Ελευθερία ή θάνατος
    "Great moments are born from great opportunity."

  13. #13
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    I'd get a Carfax on each of them, just to make sure things are 100% legit (I'm sure someone on here or someone you know even has an account and can run the report for free). But otherwise, no worries..

  14. #14
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    Quote Originally Posted by davieboot View Post
    When you say all fluids, we are talking about wiper fluid, right?
    actually was thinking particularly about brake fluid, which can pick up water/moisture, then the first time the brakes get hot, you boil the fluid, and voila, barely any brakes! [yep, happened to me with an old Benz diesel, on the 400 in ATL, at rush hour...]
    Neil Young said Harvest put him right in the middle of the road, so he headed for the nearest ditch. I think we've kind of just gone ditch to ditch to ditch a lot of the time.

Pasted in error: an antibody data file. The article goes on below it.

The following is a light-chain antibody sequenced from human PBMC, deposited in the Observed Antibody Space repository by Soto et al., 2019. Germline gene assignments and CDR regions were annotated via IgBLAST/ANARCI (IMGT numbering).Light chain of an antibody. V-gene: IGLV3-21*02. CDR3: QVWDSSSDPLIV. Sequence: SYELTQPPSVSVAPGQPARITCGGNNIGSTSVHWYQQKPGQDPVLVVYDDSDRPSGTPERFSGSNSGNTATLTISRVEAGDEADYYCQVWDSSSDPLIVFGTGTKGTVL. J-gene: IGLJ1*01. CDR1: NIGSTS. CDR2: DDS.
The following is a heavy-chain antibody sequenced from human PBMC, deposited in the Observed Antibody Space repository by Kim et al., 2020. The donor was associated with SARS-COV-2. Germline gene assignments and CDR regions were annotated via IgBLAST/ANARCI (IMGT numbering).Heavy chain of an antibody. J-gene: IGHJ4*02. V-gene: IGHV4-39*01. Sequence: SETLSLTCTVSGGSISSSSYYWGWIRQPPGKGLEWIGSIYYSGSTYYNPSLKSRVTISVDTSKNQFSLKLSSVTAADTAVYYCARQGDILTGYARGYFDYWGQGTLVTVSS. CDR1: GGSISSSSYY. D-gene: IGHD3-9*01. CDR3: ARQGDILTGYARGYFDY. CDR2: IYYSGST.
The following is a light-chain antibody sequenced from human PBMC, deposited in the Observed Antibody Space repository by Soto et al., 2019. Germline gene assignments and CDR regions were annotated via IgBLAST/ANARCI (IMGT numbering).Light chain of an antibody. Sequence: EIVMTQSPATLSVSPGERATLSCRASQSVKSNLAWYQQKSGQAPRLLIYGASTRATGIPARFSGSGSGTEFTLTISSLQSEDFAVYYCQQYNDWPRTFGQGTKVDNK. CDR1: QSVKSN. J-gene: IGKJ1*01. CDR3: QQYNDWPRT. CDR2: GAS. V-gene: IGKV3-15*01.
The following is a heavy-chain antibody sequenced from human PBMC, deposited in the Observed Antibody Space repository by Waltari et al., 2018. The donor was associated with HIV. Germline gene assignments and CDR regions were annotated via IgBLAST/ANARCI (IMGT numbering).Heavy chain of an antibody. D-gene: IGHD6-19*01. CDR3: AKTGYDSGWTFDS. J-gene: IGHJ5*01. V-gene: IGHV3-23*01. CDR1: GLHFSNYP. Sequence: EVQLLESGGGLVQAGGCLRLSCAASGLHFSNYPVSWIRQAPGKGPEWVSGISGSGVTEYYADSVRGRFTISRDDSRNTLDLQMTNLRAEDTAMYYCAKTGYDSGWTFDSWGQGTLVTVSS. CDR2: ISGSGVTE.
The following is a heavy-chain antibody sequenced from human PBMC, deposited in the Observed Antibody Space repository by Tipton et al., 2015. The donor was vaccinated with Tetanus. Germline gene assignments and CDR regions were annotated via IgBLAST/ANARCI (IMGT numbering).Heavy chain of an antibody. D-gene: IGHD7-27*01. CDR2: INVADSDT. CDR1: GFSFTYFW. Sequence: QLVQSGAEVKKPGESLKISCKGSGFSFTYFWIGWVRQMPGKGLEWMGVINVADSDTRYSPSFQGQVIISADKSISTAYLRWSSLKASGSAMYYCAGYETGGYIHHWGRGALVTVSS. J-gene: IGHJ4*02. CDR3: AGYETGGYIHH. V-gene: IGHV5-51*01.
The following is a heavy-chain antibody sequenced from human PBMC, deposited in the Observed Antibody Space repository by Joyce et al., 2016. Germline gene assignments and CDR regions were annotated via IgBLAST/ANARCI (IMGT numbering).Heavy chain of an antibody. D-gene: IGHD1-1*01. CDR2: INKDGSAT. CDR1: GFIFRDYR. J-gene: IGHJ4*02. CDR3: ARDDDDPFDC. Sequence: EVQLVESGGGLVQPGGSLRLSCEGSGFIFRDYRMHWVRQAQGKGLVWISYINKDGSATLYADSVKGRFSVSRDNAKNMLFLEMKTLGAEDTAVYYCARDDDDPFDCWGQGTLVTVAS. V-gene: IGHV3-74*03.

Patterson Hood of the DBT's

  15. #15
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    Quote Originally Posted by Patches View Post
    Built 10 years ago = new.
    No shit. I've never owned a car newer than 10 years old.

  16. #16
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    Quote Originally Posted by Tye 1on View Post
    actually was thinking particularly about brake fluid, which can pick up water/moisture, then the first time the brakes get hot, you boil the fluid, and voila, barely any brakes! [yep, happened to me with an old Benz diesel, on the 400 in ATL, at rush hour...]
    In my mind, all fluids means:
    Brake Fluid (drain, replace, bleed)
    Engine Oil (replace with manuf. recomended weight)
    Transmission oil/fluid (replace)
    radiator coolant (drain, flush, replace)
    differential oil (drain, replace)

    this is in order of importance.

  17. #17
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    I was joking about the wiper fluid thing. The fluids will be replaced if I pull the trigger.